Butch Cassidy’s Pardon

Left: Penitentiary records for Robert Leroy Parker 'Butch Cassidy'. Right: Mugshot of Butch Cassidy.

Photo #1 - George Cassidy, inmate number 187, Wyoming State Penitentiary

 Map of Southwest Wyoming showing the location of Richard's Gap along Wyoming's Southern Border

Photo #2 - Sweetwater County landmarks named for Richard and Alonzo Williams

 Topographic maps indicating the locations of Richards Mountain, Richards Gap, and Richards Spring. All about 40 miles south of Rock Springs

Photo #3 - Richards Mountain, Richards Gap, and Richards Spring, about 40 miles south of Rock Springs

 Governor William Richards sits in front of a background in a suit and tie.

Photo #4 - Governor William Richards


(Sweetwater County, Wyo. - January 19, 2023)     January 20th marks a small, though singular anniversary in Wyoming history, the Sweetwater County Historical Museum said in a special release on Thursday. On that day in 1896, Governor William Richards pardoned a convicted rustler serving time at the penitentiary in Laramie who went on to become one of the most notorious outlaws of the Old West:  Robert LeRoy Parker, better known as Butch Cassidy. It was a decision he would soon come to regret. (Before entering politics, Richards was a distinguished surveyor and later a rancher. On two separate missions in 1873 and 1874, he and his brother Alonzo Richards surveyed both the southern and western boundaries of Wyoming. Three landmarks on or very near the Wyoming-Colorado border, Richards Mountain, Richards Gap, and Richards Spring, bear their name.)

The eldest of 13 children, Parker/Cassidy was born in Utah Territory in 1866. He left home as a teen and worked as an itinerant ranch hand. It was during this time that he met and was mentored by an older cowboy named Mike Cassidy, who also dabbled in rustling. Later he assumed Cassidy’s last name as part of the alias he himself adopted. Legend has it that he became known as “Butch” a short time later, when he worked at a butcher shop in Rock Springs, but a confirmed origin for the nickname remains a matter of dispute.

Cassidy graduated from livestock theft to bank robbery when he and several others, including his friend Matt Warner, robbed the San Miguel Valley Bank in Telluride, Colorado, in June of 1889 of over $20,000. Not long afterward, he and a new partner, Al Hainer, came to Wyoming and began ranching near Dubois in Fremont County.

By 1891, organized horse theft had become an epidemic. In July of 1892 Cassidy and Hainer were charged with horse stealing (grand larceny) in Fremont County. Cassidy hired his friend, attorney Douglas Preston of Rock Springs, to represent him. (Preston would, in later years, go on to serve for eight years as Wyoming’s attorney general.)  Following a series of complications and delays, in 1894 Cassidy was found guilty at trial. He was sentenced to two years’ imprisonment by Judge Jesse Knight.

Cassidy - usually identified in official documents as “George Cassidy” or “Cassiday” - had apparently impressed Knight during the trial, as he became active in a campaign to obtain a pardon for him. He wrote to Governor Richards that “Cassiday is a man that would be hard to describe - a brave, daring fellow and a man well calculated to be a leader, and should his inclinations run that way, I do not doubt that he would be capable of organizing and leading a lot of desperate men to desperate deeds.” Richards traveled to the penitentiary and met with Cassidy.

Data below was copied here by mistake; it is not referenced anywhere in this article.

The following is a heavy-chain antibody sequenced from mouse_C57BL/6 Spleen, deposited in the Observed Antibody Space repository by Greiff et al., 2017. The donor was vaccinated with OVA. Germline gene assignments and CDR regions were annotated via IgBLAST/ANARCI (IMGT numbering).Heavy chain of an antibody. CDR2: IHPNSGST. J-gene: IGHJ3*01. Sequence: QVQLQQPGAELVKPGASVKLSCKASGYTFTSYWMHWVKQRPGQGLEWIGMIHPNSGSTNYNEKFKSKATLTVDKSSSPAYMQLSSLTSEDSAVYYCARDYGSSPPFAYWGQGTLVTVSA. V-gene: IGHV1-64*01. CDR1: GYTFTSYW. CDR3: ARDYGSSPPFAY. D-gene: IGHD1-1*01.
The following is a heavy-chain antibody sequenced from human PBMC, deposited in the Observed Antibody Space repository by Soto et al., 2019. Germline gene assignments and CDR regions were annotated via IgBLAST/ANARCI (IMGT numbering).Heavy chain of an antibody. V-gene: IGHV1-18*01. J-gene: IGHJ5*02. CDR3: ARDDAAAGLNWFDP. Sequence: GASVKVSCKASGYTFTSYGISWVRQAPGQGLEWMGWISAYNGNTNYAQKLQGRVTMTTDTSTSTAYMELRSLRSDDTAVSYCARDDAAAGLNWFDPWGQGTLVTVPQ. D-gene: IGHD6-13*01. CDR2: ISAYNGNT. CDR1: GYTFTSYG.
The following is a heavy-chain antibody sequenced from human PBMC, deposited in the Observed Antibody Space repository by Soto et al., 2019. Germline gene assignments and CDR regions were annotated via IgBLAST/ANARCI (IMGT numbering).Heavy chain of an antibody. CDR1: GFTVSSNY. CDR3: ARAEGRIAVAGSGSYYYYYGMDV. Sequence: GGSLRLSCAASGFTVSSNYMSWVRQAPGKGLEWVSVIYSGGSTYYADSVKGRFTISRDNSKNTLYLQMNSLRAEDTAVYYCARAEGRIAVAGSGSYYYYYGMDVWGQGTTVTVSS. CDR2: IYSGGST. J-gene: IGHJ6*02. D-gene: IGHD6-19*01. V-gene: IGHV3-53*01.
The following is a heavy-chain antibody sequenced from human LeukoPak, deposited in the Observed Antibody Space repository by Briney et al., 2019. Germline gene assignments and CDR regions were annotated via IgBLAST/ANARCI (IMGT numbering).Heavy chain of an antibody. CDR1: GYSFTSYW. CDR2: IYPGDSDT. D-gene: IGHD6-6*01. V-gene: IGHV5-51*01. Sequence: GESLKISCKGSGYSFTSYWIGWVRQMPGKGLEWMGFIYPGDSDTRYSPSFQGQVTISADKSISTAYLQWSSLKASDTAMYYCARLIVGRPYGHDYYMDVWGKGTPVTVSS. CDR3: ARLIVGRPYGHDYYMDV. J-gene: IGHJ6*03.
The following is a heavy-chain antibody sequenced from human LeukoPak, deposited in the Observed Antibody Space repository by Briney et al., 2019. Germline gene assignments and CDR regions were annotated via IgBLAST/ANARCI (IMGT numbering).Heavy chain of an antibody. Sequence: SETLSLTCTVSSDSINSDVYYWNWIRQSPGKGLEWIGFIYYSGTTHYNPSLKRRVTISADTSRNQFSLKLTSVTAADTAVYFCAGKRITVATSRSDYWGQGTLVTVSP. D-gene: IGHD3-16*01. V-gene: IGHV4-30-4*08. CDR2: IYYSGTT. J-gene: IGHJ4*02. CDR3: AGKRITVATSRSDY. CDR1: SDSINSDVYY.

By all accounts, Cassidy was a smooth talker. As described in Bill Betenson’s Butch Cassidy - The Wyoming Years, “Evidence exists that Butch did make some type of deal or agreement with the governor to leave Wyoming alone and not commit any crimes in the state after his pardon.”  Later, Richards wrote that Cassidy “told me that he had [had] enough of Penitentiary life and intended to conduct himself in such a way as to not again lay himself liable to arrest."

He was released, but seven months later, on August 13, he, Elzy Lay, and Bub Meeks robbed the Montpelier Bank In Montpelier, Idaho, and got away with some $7,000.

Over the course of the next five years, Cassidy was involved in or connected to a number of bank and train robberies in several states, including the Wilcox, Wyoming train holdup (1899), and another train robbery near Tipton, Wyoming (1900), which netted an estimated total of about $80,000. (Well over $2 million in 2023 dollars.) So much for going straight.

How Cassidy and fellow outlaw Harry Longabaugh (the Sundance Kid) came to their end is still a subject of controversy and debate. In 1901, the two went to South America, accompanied by Etta Place, Longabaugh’s girlfriend. Things did not go well. Cassidy and Longabaugh are believed to have been involved in several robberies, and wound up being killed in a gunfight with authorities near San Vicente, Bolivia, in 1908. Others are convinced he escaped and returned to the United States, where he lived quietly until the mid-1930s.

To see Cassidy’s pardon and the letter Judge Knight sent to Governor Richards, visit the Wyoming State Archives website at: